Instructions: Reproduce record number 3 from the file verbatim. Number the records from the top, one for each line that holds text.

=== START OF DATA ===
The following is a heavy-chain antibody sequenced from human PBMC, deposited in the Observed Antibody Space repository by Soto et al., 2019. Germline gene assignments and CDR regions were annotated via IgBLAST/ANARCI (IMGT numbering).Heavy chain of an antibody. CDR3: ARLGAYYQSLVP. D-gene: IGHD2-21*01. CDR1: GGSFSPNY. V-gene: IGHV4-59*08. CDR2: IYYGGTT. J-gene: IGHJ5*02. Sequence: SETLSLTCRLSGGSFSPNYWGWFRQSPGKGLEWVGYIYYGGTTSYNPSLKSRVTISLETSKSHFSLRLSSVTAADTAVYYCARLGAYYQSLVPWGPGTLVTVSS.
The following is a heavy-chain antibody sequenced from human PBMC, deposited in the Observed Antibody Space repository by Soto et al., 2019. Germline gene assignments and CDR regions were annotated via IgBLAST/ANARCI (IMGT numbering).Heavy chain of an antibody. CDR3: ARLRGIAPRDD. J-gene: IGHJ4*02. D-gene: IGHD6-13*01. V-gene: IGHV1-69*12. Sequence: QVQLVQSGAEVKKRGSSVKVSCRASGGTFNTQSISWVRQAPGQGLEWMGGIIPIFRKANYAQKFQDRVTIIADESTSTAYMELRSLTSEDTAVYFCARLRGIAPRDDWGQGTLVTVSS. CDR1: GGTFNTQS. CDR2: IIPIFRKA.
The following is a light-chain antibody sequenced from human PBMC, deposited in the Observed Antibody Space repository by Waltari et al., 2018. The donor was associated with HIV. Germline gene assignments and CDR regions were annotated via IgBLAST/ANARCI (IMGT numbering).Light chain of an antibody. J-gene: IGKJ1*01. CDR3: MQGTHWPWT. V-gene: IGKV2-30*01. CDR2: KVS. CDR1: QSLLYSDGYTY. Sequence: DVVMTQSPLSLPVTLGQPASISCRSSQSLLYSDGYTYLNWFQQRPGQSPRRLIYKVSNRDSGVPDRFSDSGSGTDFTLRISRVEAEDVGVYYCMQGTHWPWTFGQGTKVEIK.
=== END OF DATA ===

The following is a light-chain antibody sequenced from human PBMC, deposited in the Observed Antibody Space repository by Waltari et al., 2018. The donor was associated with HIV. Germline gene assignments and CDR regions were annotated via IgBLAST/ANARCI (IMGT numbering).Light chain of an antibody. J-gene: IGKJ1*01. CDR3: MQGTHWPWT. V-gene: IGKV2-30*01. CDR2: KVS. CDR1: QSLLYSDGYTY. Sequence: DVVMTQSPLSLPVTLGQPASISCRSSQSLLYSDGYTYLNWFQQRPGQSPRRLIYKVSNRDSGVPDRFSDSGSGTDFTLRISRVEAEDVGVYYCMQGTHWPWTFGQGTKVEIK.